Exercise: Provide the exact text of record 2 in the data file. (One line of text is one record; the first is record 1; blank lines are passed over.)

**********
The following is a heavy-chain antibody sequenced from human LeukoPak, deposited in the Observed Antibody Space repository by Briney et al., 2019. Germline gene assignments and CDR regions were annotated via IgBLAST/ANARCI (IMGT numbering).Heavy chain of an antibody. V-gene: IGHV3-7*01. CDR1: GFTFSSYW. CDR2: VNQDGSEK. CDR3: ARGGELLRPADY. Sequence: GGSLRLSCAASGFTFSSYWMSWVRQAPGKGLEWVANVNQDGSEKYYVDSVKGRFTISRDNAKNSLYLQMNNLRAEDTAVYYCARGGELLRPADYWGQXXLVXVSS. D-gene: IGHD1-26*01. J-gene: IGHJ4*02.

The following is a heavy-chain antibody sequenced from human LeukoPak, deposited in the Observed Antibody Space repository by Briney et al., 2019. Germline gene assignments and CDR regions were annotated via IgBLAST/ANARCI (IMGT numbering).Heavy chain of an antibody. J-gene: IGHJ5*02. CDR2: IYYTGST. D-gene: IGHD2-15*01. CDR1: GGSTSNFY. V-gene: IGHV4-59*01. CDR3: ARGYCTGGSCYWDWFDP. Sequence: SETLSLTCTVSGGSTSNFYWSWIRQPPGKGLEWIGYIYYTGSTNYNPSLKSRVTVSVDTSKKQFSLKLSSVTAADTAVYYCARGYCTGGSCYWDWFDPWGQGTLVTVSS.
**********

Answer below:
The following is a heavy-chain antibody sequenced from human LeukoPak, deposited in the Observed Antibody Space repository by Briney et al., 2019. Germline gene assignments and CDR regions were annotated via IgBLAST/ANARCI (IMGT numbering).Heavy chain of an antibody. J-gene: IGHJ5*02. CDR2: IYYTGST. D-gene: IGHD2-15*01. CDR1: GGSTSNFY. V-gene: IGHV4-59*01. CDR3: ARGYCTGGSCYWDWFDP. Sequence: SETLSLTCTVSGGSTSNFYWSWIRQPPGKGLEWIGYIYYTGSTNYNPSLKSRVTVSVDTSKKQFSLKLSSVTAADTAVYYCARGYCTGGSCYWDWFDPWGQGTLVTVSS.